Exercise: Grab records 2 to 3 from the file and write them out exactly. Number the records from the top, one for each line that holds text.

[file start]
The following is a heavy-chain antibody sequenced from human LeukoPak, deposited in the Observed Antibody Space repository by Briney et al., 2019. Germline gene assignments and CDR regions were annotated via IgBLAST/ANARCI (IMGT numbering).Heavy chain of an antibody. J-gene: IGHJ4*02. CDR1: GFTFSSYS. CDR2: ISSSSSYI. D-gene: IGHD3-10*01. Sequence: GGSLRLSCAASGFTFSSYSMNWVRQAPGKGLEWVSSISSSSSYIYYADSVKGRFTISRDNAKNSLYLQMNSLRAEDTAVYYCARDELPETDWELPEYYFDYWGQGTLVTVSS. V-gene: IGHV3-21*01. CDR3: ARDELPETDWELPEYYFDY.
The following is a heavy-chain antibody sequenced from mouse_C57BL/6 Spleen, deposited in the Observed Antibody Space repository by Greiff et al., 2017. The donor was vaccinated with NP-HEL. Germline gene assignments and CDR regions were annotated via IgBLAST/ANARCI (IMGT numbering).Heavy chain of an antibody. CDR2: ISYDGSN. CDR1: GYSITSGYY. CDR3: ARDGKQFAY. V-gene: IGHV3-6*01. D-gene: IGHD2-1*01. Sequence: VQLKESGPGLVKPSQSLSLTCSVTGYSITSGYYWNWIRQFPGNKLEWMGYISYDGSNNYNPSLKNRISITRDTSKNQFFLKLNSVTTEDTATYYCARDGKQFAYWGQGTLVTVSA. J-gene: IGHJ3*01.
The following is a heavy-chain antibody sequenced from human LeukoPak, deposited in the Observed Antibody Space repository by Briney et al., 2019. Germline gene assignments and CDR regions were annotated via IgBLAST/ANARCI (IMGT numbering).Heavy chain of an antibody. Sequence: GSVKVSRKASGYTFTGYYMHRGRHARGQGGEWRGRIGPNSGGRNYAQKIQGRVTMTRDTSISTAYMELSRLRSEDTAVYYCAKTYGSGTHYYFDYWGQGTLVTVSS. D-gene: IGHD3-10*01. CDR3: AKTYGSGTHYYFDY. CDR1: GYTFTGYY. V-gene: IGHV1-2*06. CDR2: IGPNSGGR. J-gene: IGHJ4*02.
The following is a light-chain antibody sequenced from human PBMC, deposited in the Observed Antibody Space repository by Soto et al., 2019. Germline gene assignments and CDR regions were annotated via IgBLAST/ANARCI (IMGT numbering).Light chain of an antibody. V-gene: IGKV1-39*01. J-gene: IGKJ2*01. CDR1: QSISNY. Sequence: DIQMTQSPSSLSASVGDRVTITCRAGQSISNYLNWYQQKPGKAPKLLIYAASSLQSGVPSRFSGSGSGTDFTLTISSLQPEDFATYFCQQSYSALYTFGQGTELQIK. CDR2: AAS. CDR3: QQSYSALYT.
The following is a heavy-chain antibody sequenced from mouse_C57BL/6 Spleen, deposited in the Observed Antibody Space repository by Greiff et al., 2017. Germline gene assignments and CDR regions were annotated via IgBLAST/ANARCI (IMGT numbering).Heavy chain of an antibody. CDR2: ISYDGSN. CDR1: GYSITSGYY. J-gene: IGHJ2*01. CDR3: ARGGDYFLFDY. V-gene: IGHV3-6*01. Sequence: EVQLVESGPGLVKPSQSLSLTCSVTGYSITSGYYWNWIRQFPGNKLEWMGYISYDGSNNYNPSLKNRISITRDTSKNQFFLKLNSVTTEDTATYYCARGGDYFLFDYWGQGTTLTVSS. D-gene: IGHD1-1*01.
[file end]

The following is a heavy-chain antibody sequenced from mouse_C57BL/6 Spleen, deposited in the Observed Antibody Space repository by Greiff et al., 2017. The donor was vaccinated with NP-HEL. Germline gene assignments and CDR regions were annotated via IgBLAST/ANARCI (IMGT numbering).Heavy chain of an antibody. CDR2: ISYDGSN. CDR1: GYSITSGYY. CDR3: ARDGKQFAY. V-gene: IGHV3-6*01. D-gene: IGHD2-1*01. Sequence: VQLKESGPGLVKPSQSLSLTCSVTGYSITSGYYWNWIRQFPGNKLEWMGYISYDGSNNYNPSLKNRISITRDTSKNQFFLKLNSVTTEDTATYYCARDGKQFAYWGQGTLVTVSA. J-gene: IGHJ3*01.
The following is a heavy-chain antibody sequenced from human LeukoPak, deposited in the Observed Antibody Space repository by Briney et al., 2019. Germline gene assignments and CDR regions were annotated via IgBLAST/ANARCI (IMGT numbering).Heavy chain of an antibody. Sequence: GSVKVSRKASGYTFTGYYMHRGRHARGQGGEWRGRIGPNSGGRNYAQKIQGRVTMTRDTSISTAYMELSRLRSEDTAVYYCAKTYGSGTHYYFDYWGQGTLVTVSS. D-gene: IGHD3-10*01. CDR3: AKTYGSGTHYYFDY. CDR1: GYTFTGYY. V-gene: IGHV1-2*06. CDR2: IGPNSGGR. J-gene: IGHJ4*02.